• Economic conditions played an important role in normalizing SRB ratios in Georgia through improving disposable income and providing for the possibility to have more children. As the incidence of GBSS is greater in poor families, regional poverty rates are a significant determinant of the SRB imbalances in Georgia. Thus, the recent reduction of poverty rates also reduced female disadvantage in natality. Focus group discussions reveal that external migration and remittances were among the most important coping strategies against labor market imbalances in Georgia.
• Labor market dynamics, especially structural transformation of the economy towards the service sector created new job opportunities for women in banking, retail trade, and other white-collar jobs. Female economic empowerment contributes to a reduction of sex ratio imbalances at birth through increased financial independence of women. As a result, women face less pressure from the other family members while making decisions related to family planning.
• Despite the evidence that social assistant programs are important for alleviating poverty, quantitative analysis and focus group discussions revealed that government social security programs, namely Targeted Social Assistance, Universal Healthcare Program, state pension system, and stated demographic support program have not had a significant impact on the sex ratio at birth.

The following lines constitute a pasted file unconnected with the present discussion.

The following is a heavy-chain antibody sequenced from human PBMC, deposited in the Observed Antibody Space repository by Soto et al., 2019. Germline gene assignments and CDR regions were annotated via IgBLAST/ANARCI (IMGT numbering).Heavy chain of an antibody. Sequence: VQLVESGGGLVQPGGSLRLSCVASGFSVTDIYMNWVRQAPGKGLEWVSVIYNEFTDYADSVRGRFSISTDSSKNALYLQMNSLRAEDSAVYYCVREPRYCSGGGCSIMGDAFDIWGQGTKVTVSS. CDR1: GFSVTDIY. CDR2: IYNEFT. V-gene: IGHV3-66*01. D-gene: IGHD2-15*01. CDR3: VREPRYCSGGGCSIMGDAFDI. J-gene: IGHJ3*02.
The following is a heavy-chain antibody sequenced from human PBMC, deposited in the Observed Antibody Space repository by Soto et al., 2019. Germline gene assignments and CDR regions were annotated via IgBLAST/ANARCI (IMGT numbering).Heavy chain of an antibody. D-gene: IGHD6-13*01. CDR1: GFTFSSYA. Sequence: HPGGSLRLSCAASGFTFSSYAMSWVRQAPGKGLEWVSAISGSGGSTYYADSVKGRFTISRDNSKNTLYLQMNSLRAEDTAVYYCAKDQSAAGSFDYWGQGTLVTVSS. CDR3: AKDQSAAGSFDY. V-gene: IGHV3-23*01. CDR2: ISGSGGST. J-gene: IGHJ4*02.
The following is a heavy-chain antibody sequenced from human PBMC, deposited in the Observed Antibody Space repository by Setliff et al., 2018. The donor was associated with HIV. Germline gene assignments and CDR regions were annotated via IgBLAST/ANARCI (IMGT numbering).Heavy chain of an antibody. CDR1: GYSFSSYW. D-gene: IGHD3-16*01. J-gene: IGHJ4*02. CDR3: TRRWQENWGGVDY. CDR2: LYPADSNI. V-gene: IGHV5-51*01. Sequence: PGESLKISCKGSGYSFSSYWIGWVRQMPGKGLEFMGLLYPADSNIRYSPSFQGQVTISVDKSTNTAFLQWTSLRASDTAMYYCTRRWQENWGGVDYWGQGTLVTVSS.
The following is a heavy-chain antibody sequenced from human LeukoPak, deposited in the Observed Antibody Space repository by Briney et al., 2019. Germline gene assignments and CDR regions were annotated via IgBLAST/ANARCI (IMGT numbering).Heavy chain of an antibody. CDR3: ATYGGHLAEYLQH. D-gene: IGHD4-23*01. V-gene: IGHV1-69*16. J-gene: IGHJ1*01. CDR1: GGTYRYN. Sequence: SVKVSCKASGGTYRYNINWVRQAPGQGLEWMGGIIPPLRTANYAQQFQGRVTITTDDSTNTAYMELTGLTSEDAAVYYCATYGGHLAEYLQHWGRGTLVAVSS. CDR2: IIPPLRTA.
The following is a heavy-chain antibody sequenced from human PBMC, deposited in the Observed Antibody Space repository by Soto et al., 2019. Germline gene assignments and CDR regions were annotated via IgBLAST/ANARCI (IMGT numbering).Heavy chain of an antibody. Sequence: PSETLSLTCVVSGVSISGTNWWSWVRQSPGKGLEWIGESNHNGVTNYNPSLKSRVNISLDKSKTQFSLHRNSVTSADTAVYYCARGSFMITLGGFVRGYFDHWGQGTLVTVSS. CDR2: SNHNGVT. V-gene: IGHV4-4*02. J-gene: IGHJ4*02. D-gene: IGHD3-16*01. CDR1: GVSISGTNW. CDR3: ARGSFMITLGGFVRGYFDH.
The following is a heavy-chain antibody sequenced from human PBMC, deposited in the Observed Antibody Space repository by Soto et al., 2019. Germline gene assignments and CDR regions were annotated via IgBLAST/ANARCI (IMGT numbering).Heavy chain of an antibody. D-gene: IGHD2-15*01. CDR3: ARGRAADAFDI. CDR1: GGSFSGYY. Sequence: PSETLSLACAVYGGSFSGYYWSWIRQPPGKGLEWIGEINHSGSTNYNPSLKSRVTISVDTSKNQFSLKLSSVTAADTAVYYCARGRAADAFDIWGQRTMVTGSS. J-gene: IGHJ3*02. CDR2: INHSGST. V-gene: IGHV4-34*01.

• As for the Pregnancy, Childbirth, Child Care, and Newborn Adoption Program, it has the potential to contribute to gender equality by giving mothers an opportunity to take care of their children, keep women in the workforce and increase father’s participation in the childcare process. Quantitative analysis reveals a negative (but not robust) relationship between the program and SRB. The extremely low take-up rates of the program by fathers indicate that the program’s potential to contribute to gender equality and tackle the GBSS problem is not sufficiently realized.
• Male’s education has a statistically significant negative effect on SRB (surprisingly female education does not show a significant impact). This outcome could be explained by the fact that in Georgia, despite the recent positive trends, male family members are still the main decision-makers (in particular, regarding reproductive decisions).
• Study found that state program 1+4 aiming to integrate ethnic minorities into the Georgian society is important and has potential to reduce SRB in the future for the following reasons: it facilitates the integration of ethnic minorities into the society; provides an opportunity to receive higher education; reduces external migration; in case of Azeri minorities it reduces barriers for girls to receive education (general and higher) and decreases the probability of early marriage.